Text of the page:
The Nervous System: Master of the Body

by Destiny Bissell

Image used with permission: Medium69JmarchnNervous system diagram-enCC BY-SA 4.0

Did you know that even the slightest movements in your day involve the nervous system? Sensory neurons that are dispersed all around your body collect information about the environment around you and send it to the brain. Then the brain sends out motor neurons to transmit impulses from the brain to the muscles to help you move. So many things happen to make movements that you take for granted possible. This all happens because of the nervous system and I am going to explain some of how it works in this article.

Basically, the nervous system is a body system that connects nerves and fibers and helps with coordinating body activities. These nerves enable the brain to transmit impulses to all parts of the body, especially through the spinal cord. Impulses are electrochemical signals that can carry information and transmit it to different parts of the body.

Due to its size and complexity, neurobiologists divided the nervous system into two major parts which are the central nervous system and the peripheral nervous system. The central nervous system controls most functions of organisms and includes the brain and the spinal cord.  The brain is the most important organ of the nervous system and it functions as a master control unit of the body. It receives impulses from different parts of the body and reacts accordingly to keep our body in control. But the way the brain communicates with the body is through the spinal cord which is also part of the central nervous system. Nerve fibers in the spinal cord move ***toward the brain through where the spinal cord merges with the brain stem. Nerves branch out from the intervals along the spinal cord and they go out to the various organs and parts of the body. The brain and the spinal cord are covered with a triple layer of protective tissues called meninges.  The peripheral nervous system includes the nerves which are made up of bundles of nerve fibers and branch out from the brain and spinal cord.  It also connects the central nervous system to the body.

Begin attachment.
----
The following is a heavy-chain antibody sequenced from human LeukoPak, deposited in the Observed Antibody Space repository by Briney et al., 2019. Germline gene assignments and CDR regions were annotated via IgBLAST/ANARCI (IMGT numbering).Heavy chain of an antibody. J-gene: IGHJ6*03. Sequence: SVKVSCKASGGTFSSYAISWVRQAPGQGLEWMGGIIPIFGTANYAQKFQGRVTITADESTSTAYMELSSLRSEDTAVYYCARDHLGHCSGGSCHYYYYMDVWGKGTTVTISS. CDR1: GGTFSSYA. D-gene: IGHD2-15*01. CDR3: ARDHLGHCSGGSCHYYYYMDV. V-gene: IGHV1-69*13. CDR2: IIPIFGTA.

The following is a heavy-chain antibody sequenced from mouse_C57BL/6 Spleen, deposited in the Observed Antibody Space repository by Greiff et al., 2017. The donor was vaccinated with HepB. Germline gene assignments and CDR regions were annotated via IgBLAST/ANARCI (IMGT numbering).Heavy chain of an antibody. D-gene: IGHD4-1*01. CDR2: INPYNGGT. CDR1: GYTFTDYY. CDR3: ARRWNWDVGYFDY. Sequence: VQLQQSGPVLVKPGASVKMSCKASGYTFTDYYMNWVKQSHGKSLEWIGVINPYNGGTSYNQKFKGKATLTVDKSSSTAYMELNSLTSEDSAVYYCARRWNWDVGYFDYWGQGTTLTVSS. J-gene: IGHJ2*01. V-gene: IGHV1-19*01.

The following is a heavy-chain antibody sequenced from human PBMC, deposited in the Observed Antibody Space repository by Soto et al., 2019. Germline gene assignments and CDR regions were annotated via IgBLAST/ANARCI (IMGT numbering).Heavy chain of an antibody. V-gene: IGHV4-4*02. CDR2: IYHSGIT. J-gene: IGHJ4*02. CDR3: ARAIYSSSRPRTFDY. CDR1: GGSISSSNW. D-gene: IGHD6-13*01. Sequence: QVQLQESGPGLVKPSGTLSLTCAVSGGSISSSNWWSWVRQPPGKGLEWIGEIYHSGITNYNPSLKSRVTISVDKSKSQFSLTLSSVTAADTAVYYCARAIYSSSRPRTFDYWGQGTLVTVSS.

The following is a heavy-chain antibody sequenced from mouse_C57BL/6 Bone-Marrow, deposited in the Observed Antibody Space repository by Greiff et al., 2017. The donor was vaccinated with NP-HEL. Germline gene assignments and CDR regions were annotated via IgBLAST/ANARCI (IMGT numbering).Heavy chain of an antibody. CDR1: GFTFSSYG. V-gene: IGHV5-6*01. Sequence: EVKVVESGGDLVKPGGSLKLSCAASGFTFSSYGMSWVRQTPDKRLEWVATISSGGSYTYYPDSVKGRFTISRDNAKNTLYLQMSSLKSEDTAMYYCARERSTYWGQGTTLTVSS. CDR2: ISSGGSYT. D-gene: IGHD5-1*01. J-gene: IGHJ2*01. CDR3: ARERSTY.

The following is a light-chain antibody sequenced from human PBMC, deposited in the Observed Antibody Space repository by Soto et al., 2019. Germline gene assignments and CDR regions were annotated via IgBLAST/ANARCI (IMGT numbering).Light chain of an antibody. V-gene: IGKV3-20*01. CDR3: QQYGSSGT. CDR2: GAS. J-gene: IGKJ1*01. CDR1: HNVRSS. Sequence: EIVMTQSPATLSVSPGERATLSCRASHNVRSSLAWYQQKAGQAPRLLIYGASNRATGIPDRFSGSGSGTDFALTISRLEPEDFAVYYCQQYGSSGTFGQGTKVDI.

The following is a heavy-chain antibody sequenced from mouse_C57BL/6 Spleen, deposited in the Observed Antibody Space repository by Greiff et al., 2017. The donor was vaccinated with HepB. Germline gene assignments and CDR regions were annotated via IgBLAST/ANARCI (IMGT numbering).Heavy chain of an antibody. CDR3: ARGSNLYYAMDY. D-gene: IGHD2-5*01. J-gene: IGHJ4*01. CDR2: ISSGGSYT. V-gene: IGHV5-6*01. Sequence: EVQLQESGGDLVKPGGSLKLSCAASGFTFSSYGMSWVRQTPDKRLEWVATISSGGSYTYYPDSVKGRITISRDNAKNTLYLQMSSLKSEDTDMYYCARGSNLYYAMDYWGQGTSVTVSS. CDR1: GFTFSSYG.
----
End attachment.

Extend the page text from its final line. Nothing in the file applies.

Spinal nerves and cranial nerves play major roles in the nervous system. Spinal nerves branch from the spinal cord and convey nerve signals to and from the rest of the body. Cranial nerves extend from the brain stem and convey nerve signals to and from mouth, face, eyes, and scalp.